As you can see, not all team members are great about reporting, which can skew the numbers. But right now, I have a pretty good idea that it takes our team on average 41 contacts to get a closing.
So if we want to close 100 transactions, we need to make 4,100 contacts over the course of the year, or about 341 contacts per month, or about 85 contacts a week, or about 17 contacts a day (for a 5 day work week). And at 2 dials per contact, I know we need to dial 34 numbers per day.
Now, this is just for calling. If the agents go door knocking, then you can turn “dials” into “doors” and track that way.
If an agent goes to one of their kid’s events and end up talking to several people about real estate, then those contacts will get reports as such, but there won’t be a corresponding number of dials. So, while these aren’t hard and fast numbers, it does give you an idea of how many contacts the agents need to be making to get the number of closings they want.
Finally, use this spreadsheet to figure out the rest of the numbers:
Yes, I’m a little behind in keeping up with the numbers this year!
Now I can calculate some monthly numbers. Ron wants to close 66 listings this year. Last year, 95% of the listings he took actually sold. So this year, Ron has to get 69 listing agreements. Last year, 50% of the listing appointment he went on turned into listing agreements, so this year he has go on 139 appointments.
The blue shaded boxes are the goals and the white boxes are the actual.
Through June, we can see that Ron went on a total of 85 listing appointments. So in order to get to 139, he has to go on 54 more appointments. I can spread that 54 out over the remaining 6 months, or I can play to the cyclical nature of real estate and front load the summer months and back off on the winter months. Thus the goal for each month changes as the number of actual appointments gone on fluctuates.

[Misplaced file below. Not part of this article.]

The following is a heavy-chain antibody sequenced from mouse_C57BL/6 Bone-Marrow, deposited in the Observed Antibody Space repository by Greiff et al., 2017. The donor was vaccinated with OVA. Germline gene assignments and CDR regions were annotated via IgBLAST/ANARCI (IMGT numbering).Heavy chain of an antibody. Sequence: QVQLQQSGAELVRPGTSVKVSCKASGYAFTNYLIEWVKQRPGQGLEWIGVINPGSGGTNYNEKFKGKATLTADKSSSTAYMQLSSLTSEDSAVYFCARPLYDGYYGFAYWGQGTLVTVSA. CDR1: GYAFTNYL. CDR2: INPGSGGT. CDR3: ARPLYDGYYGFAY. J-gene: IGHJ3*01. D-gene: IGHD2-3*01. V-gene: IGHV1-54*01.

Once I update all the monthly goals at the end of the month, I change the Monthly Goal Tracker by highlighting that month’s goals in red and shading the numbers over that in gray. This way, we can review at a glance whether the agents are hitting their goals or not.
I had considered doing the monthly and weekly goals and tracking online, but I think the agents really need the visual. Ours posted on a wall right need the door to our office so everyone can see it when you walk in. Even other agents who stand in the doorway can easily see how close our agents are to meeting their monthly goals. It’s just an added layer of accountability.
I Know It’s a Lot to Keep Track Of!
Yes, this part of the job is tedious! The agents really don’t enjoy keeping track of their numbers, but they like knowing their goals and they knowing where they stand. The agents on our team really do a pretty good job of turning in their numbers every Monday. This really comes from the lead agent. If the lead agent isn’t doing it consistently, there’s no way you as the admin are going to get anyone else’s cooperation. It has to be a team effort between you and the lead agent to insist that these numbers are valuable and that EVERYONE on the team needs to be accountable for turning in these numbers.
I’m happy to answer any questions you have about my system. (It’s not the prettiest, I know! I’m not an Excel guru; I know just enough to get the numbers I need.) If you have a better system, I’m all ears and I’m happy to share with my readers. Just email me at egilbert AT kw DOT com.